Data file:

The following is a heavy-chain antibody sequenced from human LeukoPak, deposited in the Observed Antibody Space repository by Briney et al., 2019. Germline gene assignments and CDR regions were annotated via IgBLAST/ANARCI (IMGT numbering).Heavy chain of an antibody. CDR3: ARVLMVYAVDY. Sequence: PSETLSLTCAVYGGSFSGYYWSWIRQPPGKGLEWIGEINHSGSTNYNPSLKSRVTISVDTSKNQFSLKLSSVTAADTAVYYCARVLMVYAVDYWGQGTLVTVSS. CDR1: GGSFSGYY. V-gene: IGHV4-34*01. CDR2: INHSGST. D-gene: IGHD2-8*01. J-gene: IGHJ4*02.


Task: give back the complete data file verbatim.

The following is a heavy-chain antibody sequenced from human LeukoPak, deposited in the Observed Antibody Space repository by Briney et al., 2019. Germline gene assignments and CDR regions were annotated via IgBLAST/ANARCI (IMGT numbering).Heavy chain of an antibody. CDR3: ARVLMVYAVDY. Sequence: PSETLSLTCAVYGGSFSGYYWSWIRQPPGKGLEWIGEINHSGSTNYNPSLKSRVTISVDTSKNQFSLKLSSVTAADTAVYYCARVLMVYAVDYWGQGTLVTVSS. CDR1: GGSFSGYY. V-gene: IGHV4-34*01. CDR2: INHSGST. D-gene: IGHD2-8*01. J-gene: IGHJ4*02.